29 Jun 2007 04:49 PM
Industry to tackle 2 million tonne electrical waste problem

DEPARTMENT FOR BUSINESS, ENTERPRISE AND REGULATORY REFORM News Release (2007/003) issued by The Government News Network on 29 June 2007

WEEE Regulations come into effect on 1 July

New legal obligations on the electrical industry will from Sunday 1 July start to see more waste products recycled and not consigned to the scrap heap. Last year 2 million tonnes of electrical waste was generated in the UK alone, enough to fill the new Wembley Stadium six times over.

The introduction of the Waste Electrical and Electronic Equipment (WEEE) Regulations means that manufacturers, importers and retailers of domestic appliances, office equipment and other goods will be required to ensure the proper disposal of old products.

From this Sunday, business and household consumers buying electrical products, from toasters and computers, through to mobile phones and televisions, will be offered free take-back of old products, either in store, through collection or at a local amenity site thanks to the introduction of these Regulations.

Putting the responsibility on the electrical industry will mean the eventual recycling of products being considered at design stage, it will incentivise the industry to provide consumers with more options for returning old products, it will encourage the reuse of products and it will help create a valuable market in recycled materials.

In the six-months since the laying of the Regulations, the Government has worked closely with industry to set up the various components of a flexible and viable national electrical waste system. This includes:

* A Distributor Takeback Scheme (operated by Valpak) to provide retailers with a cost-effective alternative to in-store takeback.

* A network of designated collection facilities (DCFs) with 1,450 collection points nationwide. 1050 are public collection points and a further 400 are private.

* The approval of 37 producer compliance schemes to administer the collection, treatment and certification of waste on behalf of producers.

* The appointment of enforcement bodies. The Environment Agencies will ensure producer compliance, while the Vehicle Certification Agency will police retailer compliance.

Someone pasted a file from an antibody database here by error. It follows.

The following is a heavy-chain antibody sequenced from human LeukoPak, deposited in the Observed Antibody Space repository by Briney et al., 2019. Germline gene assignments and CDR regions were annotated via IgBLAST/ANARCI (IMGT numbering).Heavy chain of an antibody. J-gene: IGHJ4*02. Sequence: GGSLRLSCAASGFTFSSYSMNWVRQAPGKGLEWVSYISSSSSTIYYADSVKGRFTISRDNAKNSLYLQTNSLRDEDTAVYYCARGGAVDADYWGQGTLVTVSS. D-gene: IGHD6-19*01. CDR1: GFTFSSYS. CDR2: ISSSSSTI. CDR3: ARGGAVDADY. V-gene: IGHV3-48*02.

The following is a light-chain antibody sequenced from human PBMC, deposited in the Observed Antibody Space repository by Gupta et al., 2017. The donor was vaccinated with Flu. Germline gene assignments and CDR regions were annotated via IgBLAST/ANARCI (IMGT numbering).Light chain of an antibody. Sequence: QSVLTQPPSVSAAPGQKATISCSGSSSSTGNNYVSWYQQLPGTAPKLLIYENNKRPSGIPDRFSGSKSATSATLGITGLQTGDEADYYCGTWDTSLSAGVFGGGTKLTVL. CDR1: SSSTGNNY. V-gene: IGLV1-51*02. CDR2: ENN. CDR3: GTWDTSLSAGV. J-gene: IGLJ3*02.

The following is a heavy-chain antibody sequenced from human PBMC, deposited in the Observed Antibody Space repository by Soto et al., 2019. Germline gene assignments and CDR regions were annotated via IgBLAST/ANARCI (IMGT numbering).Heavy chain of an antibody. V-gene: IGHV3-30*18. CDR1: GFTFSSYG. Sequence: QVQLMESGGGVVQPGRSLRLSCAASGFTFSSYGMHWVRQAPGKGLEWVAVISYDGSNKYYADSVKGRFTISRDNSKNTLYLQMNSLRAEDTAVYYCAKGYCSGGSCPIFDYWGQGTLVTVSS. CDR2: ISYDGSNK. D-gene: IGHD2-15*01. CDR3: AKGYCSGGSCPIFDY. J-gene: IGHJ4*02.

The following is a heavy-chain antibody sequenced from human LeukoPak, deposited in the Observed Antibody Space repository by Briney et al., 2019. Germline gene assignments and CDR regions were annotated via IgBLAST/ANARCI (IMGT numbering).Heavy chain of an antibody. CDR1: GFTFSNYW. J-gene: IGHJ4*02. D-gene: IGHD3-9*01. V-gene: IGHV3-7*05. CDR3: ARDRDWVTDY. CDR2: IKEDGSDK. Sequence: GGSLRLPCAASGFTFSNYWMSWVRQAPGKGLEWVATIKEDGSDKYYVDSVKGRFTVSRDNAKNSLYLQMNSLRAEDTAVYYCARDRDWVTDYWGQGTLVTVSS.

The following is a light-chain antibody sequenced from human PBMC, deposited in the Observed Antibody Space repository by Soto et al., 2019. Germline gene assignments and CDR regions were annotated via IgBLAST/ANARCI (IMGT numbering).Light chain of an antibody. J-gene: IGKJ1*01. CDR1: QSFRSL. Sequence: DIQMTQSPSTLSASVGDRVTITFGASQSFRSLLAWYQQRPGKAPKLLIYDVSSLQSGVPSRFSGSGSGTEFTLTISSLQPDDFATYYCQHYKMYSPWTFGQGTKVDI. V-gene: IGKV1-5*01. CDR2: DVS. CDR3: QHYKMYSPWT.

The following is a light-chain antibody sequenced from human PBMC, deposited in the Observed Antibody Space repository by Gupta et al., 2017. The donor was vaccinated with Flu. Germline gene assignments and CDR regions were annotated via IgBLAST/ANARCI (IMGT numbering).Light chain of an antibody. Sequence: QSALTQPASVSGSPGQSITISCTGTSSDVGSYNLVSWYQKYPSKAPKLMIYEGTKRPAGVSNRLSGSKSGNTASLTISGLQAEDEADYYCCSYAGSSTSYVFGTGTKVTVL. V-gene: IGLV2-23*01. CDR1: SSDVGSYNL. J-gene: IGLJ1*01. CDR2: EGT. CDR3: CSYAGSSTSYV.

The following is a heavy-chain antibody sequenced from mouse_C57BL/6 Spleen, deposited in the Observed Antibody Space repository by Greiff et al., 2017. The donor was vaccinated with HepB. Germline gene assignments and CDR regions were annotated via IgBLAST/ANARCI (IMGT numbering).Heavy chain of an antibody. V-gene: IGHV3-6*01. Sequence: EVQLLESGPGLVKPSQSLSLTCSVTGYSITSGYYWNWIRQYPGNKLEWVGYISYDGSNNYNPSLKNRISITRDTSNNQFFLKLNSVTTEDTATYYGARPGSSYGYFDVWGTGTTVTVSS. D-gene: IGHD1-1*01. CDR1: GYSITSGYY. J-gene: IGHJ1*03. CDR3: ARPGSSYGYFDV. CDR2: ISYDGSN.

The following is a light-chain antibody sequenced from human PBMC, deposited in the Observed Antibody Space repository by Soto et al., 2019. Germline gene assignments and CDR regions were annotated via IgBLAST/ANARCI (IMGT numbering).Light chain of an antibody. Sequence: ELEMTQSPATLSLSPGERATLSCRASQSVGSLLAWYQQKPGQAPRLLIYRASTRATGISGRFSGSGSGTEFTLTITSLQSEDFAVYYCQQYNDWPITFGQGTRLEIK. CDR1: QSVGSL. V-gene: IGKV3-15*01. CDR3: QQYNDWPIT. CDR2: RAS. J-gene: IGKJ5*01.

* Approval of 142 approved authorised treatment facilities (AATFs)

The new system offers flexibility for both producers and retailers to find the best means to meet their obligations. Producers can either join one of the 37 compliance schemes, or they can set up their own. Retailers may join the Distributor Takeback Scheme or they can make their own arrangement via in-store take-back.

The Regulations complement and make use of the existing civic-amenity capacity to handle electronic waste. This is already one of the most robust in Europe, successfully processing fridges, televisions and large kitchen appliances for a number of years.

Over the next six months, the Government will continue to support awareness-raising amongst existing and new producers, to encourage them to participate fully in the UK WEEE system. As part of this system we will also be appointing of an independent WEEE Advisory Body to assess the effectiveness of the Regulations and keep them under review.

The Regulations will be enforced proportionately by the environment agencies. The priority is to get unregistered producers into compliance schemes so that they can make an appropriate contribution to the system. However, enforcement action will be taken against any business that seeks an advantage by flouting the rules.

Notes to editors:

1. For more information:

* Waste Electronic and Electrical Equipment Regulations visit: http://www.dti.gov.uk/innovation/sustainability/weee/page30269.html

* Treatment permitting requirements and waste management licensing exemptions visit: http://www.defra.gov.uk/environment/waste/topics/electrical/index.htm

* Environment Agency:

2. The WEEE Directive aims to address the environmental impact of electrical and electronic equipment (EEE) and to promote its separate collection when it becomes waste (WEEE). WEEE is a priority waste stream for the EU because of its growing volume in the municipal waste stream and its potential hazardousness following disposal.

3. The Directive introduces producer responsibility for waste electrical and electronic equipment (WEEE). Producers will have to finance treatment and recycling/recovery of separately collected WEEE in the UK to specified treatment standards and recycling/recovery targets. Retailers have an obligation to offer take-back services to householders. The Directive does not place any obligations on householders, and they will be not be prohibited from throwing WEEE away with general domestic rubbish. It will however encourage more WEEE to be reused or recycled by ensuring that there is a network of facilities in place where householders can return their used equipment free of charge.

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